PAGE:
There is a growing trend of fires caused by laptop computers with lithium-ion batteries that overheated and exploded into flames. Millions of laptops have been recalled by Dell, HP, Toshiba, and other manufacturers in recent years.
Need a Texas Laptop Explosion Lawyer? Collen A. Clark is a true advocate for his clients and is passionate about helping Texans that have been injured or wronged. If you or a loved one was injured due to a lithium-ion laptop battery explosion or fire, you should contact our lawyers immediately. You may be entitled to compensation by filing a lawsuit.
UPDATE: Apple Recalls 2015 MacBook Pro for Fire Hazard
June 21, 2019 — Apple has announced a voluntary recall for certain 15-inch MacBook Pro laptops from the 2015 model-year because the battery can overheat and potentially catch on fire. Click here to read more.
HP Recalls Laptop Batteries for Fire Hazard
January 8, 2018 — HP is recalling about 50,000 lithium-ion laptop batteries after 8 reports of overheating, melting, or charring, as well as 1 report of a person who suffered a minor burn injury. Click here to read more.
What is the problem?
In many laptop explosion incidents, the fire is caused by a high-energy lithium-ion battery or some other component of the laptop overheating. When this happens, highly-flammable chemicals inside the battery can ignite and explode into flames, causing serious injuries and damage.
Lithium-Ion Battery Fires in Laptops
Lithium-ion batteries are used in most laptops because they pack a lot of power into a small size. The problem is that they contain explosive liquids that can boil when the battery gets too hot. Overcharging and overheating can increase pressure inside the plastic case and cause it to explode. Damage to the laptop battery can also cause an explosion.
JetBlue Flight Diverted Due to Laptop Battery Fire
On May 31, 2017, JetBlue Flight 915 from New York to San Francisco was forced to make an emergency landing in Michigan after a laptop battery overheated and smoke started coming out of a passenger’s carry-on bag. No one was injured because the flight crew put out the fire by the time the plane was on the ground. Unfortunately, terrifying laptop explosions on planes are becoming increasingly common.
How Often Do Laptops Explode on Planes?
Laptop batteries catch on fire in airports or on airplanes every 10 days on average, according to the Federal Aviation Administration (FAA). There were 31 laptop fires in 2016 alone — nearly double the number of incidents in 2015, and triple the number of laptop fires in 2014.
Dell Recalls 4.1 Million Laptop Batteries for Fire Hazard
In August 2006, Dell Computers recalled 4.1 million batteries due fire hazards. The recall involved the following laptop models sold from April 2004 through July 2006:
- Dell Latitude™ D410, D500, D505, D510, D520, D600, D610, D620, D800, D810
- Dell Inspiron™ 6000, 8500, 8600, 9100, 9200, 9300, 500m, 510m, 600m, 6400, E1505, 700m, 710m, 9400, E1705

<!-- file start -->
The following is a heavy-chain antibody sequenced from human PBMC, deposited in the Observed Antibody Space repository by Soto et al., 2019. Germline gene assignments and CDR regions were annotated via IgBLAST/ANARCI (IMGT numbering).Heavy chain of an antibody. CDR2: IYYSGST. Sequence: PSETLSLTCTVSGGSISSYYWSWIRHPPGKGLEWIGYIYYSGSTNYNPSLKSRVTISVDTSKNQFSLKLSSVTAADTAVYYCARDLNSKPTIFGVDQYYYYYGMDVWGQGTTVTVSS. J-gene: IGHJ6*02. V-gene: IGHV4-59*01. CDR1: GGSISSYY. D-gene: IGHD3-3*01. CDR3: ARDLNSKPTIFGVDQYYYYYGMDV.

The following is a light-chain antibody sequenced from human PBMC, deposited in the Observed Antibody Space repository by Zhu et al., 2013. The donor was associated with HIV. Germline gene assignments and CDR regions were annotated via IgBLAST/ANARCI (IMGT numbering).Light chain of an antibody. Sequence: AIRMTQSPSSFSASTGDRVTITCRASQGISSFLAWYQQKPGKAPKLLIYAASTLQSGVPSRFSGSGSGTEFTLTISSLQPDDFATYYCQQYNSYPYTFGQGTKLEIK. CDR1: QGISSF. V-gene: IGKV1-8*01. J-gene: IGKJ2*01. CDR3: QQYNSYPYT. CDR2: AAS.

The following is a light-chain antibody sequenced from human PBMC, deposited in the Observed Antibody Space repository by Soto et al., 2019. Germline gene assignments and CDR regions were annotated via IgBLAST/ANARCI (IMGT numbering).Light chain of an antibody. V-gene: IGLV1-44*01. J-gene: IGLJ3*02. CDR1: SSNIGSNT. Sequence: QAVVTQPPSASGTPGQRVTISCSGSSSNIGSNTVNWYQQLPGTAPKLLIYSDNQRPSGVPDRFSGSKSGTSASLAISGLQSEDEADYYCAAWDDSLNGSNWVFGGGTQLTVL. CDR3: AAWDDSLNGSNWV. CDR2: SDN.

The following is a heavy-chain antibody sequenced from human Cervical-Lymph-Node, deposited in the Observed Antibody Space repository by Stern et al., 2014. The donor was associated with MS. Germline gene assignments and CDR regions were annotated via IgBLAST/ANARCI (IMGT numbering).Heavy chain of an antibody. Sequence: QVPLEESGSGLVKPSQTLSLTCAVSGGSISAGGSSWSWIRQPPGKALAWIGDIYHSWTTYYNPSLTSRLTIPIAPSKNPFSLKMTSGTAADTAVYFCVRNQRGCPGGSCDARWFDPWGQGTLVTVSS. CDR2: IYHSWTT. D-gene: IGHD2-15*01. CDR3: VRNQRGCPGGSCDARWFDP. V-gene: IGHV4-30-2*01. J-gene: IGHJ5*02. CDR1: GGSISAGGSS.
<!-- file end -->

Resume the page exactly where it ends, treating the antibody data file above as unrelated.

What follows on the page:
- Dell Precision™ M20, M60, M70 and M90 mobile workstations
- Dell XPS,™ XPS Gen2, XPS M170 and XPS M1710
HP Recalls Over 500,000 Defective Laptop Batteries
In January 2017, Hewlett-Packard (HP) recalled another 100,000 defective laptop batteries due the fire concerns, expanding a recall for 41,000 batteries that began in June 2016.
The laptop batteries were sold from March 2013 through October 2016 in HP, Compaq, HP ProBook, HP ENVY, Compaq Presario, and HP Pavillion Notebook Computers.
Furthermore, HP has issued at least six recalls involving approximately 450,000 additional laptop batteries:
- October 2005 — 135,000 batteries, 16 incidents
- April 2006 — 16,000 batteries, 20 incidents, 1 burn injury
- October 2008 — 32,000 batteries
- May 2009 — 70,000 batteries, 2 incidents
- May 2010 — 54,000 batteries, 38 incidents, 11 injuries
- May 2011 — 162,000 batteries, 40 incidents, 7 burn injuries, 1 smoke inhalation injury
Toshiba Expands Laptop Recall to 184,000 Batteries
In January 2017, Toshiba recalled another 101,000 laptop batteries after 5 reports of overheating and melting, expanding a recall for 83,000 batteries that began in March 2016. They were sold in certain Toshiba Satellite, Satellite Pro, Portégé, Tecra, and Toshiba-brand laptops. The laptop batteries were sold between June 2011 and November 2016.
Need a Laptop Explosion Lawyer in Texas?
Collen A. Clark is a true advocate for his clients and is passionate about helping Texans that have been injured or wronged.
Collen’s amazing success in the courtroom and well known dedication to his clients has earned him the recognition of his peers as one of The Top Trial Lawyers in Texas.”
The Clark Firm has assembled a team of trial lawyers with more than 100 years experience, participation in over 600 jury trials and $260 million in verdicts and/or settlements. Please use the form below to contact our Texas laptop explosion lawyers for a free lawsuit review.